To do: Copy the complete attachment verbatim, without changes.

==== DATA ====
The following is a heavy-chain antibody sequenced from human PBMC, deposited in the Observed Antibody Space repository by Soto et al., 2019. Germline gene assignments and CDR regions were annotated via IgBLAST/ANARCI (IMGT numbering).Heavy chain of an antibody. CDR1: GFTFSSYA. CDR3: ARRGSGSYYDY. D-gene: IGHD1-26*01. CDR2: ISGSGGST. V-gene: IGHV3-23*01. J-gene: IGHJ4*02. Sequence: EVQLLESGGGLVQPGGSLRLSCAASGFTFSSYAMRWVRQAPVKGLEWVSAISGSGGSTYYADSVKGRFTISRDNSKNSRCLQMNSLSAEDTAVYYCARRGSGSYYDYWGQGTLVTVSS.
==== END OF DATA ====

The following is a heavy-chain antibody sequenced from human PBMC, deposited in the Observed Antibody Space repository by Soto et al., 2019. Germline gene assignments and CDR regions were annotated via IgBLAST/ANARCI (IMGT numbering).Heavy chain of an antibody. CDR1: GFTFSSYA. CDR3: ARRGSGSYYDY. D-gene: IGHD1-26*01. CDR2: ISGSGGST. V-gene: IGHV3-23*01. J-gene: IGHJ4*02. Sequence: EVQLLESGGGLVQPGGSLRLSCAASGFTFSSYAMRWVRQAPVKGLEWVSAISGSGGSTYYADSVKGRFTISRDNSKNSRCLQMNSLSAEDTAVYYCARRGSGSYYDYWGQGTLVTVSS.